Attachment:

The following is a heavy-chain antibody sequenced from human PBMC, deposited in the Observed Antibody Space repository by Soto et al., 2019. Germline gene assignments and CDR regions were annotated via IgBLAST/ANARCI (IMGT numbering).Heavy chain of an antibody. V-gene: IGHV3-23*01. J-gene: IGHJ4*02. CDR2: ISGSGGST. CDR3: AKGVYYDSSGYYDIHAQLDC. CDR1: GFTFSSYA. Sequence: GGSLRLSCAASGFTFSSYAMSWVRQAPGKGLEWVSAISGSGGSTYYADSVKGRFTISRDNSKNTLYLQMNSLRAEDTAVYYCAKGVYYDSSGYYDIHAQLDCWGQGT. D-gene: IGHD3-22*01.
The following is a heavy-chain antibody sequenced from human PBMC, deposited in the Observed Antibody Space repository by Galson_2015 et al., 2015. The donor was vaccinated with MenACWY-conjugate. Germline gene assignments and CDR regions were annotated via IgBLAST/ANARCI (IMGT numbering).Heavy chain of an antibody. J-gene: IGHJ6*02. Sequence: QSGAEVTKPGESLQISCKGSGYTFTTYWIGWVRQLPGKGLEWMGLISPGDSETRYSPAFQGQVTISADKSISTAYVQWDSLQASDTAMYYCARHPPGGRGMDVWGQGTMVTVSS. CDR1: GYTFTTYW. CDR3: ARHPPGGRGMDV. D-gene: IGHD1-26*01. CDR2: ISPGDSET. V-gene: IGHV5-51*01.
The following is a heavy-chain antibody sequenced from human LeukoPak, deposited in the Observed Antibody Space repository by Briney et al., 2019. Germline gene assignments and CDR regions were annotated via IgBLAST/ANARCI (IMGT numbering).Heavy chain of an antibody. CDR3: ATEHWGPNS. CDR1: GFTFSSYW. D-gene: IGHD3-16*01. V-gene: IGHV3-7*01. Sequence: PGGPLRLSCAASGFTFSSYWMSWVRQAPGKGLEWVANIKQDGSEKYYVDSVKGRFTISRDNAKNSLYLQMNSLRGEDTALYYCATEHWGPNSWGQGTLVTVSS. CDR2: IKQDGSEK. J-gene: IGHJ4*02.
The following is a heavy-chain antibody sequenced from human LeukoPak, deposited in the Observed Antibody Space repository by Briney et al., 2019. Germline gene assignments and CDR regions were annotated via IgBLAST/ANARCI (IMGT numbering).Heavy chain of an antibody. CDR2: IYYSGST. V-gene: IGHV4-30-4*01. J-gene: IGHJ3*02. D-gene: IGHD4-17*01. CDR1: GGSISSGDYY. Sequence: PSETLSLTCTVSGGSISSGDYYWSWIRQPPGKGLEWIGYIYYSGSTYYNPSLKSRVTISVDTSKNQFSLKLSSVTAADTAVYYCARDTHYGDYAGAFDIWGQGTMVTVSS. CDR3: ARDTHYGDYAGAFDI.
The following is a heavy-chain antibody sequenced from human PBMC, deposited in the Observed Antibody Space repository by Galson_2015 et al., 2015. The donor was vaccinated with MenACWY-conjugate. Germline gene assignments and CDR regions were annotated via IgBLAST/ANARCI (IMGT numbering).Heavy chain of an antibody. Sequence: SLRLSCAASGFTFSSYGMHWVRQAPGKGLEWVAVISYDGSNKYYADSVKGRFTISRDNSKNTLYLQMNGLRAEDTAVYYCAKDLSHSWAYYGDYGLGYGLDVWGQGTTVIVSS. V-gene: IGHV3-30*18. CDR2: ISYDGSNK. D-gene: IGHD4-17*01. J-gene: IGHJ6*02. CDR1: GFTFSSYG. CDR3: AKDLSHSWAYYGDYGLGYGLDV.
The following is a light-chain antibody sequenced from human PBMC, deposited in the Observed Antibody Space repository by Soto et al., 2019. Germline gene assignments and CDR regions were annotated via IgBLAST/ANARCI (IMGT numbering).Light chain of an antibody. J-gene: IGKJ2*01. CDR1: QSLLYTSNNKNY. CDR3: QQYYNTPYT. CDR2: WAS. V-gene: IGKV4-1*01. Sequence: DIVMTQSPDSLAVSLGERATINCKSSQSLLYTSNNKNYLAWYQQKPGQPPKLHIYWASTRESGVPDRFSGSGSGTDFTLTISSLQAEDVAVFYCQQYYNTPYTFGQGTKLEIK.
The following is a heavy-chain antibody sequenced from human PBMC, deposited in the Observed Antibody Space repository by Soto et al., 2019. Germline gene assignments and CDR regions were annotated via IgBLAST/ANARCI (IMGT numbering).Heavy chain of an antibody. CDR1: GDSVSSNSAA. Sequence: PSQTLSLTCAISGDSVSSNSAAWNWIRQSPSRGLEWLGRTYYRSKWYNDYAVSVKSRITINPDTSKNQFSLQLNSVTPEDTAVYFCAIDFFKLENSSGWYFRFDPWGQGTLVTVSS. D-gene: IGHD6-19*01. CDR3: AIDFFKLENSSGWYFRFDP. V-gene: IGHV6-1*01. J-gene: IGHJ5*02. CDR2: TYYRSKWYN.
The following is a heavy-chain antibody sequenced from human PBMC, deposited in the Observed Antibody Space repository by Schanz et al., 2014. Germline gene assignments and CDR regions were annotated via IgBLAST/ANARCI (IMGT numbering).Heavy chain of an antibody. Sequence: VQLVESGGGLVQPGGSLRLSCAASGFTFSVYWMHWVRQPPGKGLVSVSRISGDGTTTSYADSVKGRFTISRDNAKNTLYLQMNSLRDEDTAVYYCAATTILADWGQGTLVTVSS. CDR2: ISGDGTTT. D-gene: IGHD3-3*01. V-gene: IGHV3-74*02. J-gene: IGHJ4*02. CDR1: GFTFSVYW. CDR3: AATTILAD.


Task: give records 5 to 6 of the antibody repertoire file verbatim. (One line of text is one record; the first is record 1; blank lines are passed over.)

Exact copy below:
The following is a heavy-chain antibody sequenced from human PBMC, deposited in the Observed Antibody Space repository by Galson_2015 et al., 2015. The donor was vaccinated with MenACWY-conjugate. Germline gene assignments and CDR regions were annotated via IgBLAST/ANARCI (IMGT numbering).Heavy chain of an antibody. Sequence: SLRLSCAASGFTFSSYGMHWVRQAPGKGLEWVAVISYDGSNKYYADSVKGRFTISRDNSKNTLYLQMNGLRAEDTAVYYCAKDLSHSWAYYGDYGLGYGLDVWGQGTTVIVSS. V-gene: IGHV3-30*18. CDR2: ISYDGSNK. D-gene: IGHD4-17*01. J-gene: IGHJ6*02. CDR1: GFTFSSYG. CDR3: AKDLSHSWAYYGDYGLGYGLDV.
The following is a light-chain antibody sequenced from human PBMC, deposited in the Observed Antibody Space repository by Soto et al., 2019. Germline gene assignments and CDR regions were annotated via IgBLAST/ANARCI (IMGT numbering).Light chain of an antibody. J-gene: IGKJ2*01. CDR1: QSLLYTSNNKNY. CDR3: QQYYNTPYT. CDR2: WAS. V-gene: IGKV4-1*01. Sequence: DIVMTQSPDSLAVSLGERATINCKSSQSLLYTSNNKNYLAWYQQKPGQPPKLHIYWASTRESGVPDRFSGSGSGTDFTLTISSLQAEDVAVFYCQQYYNTPYTFGQGTKLEIK.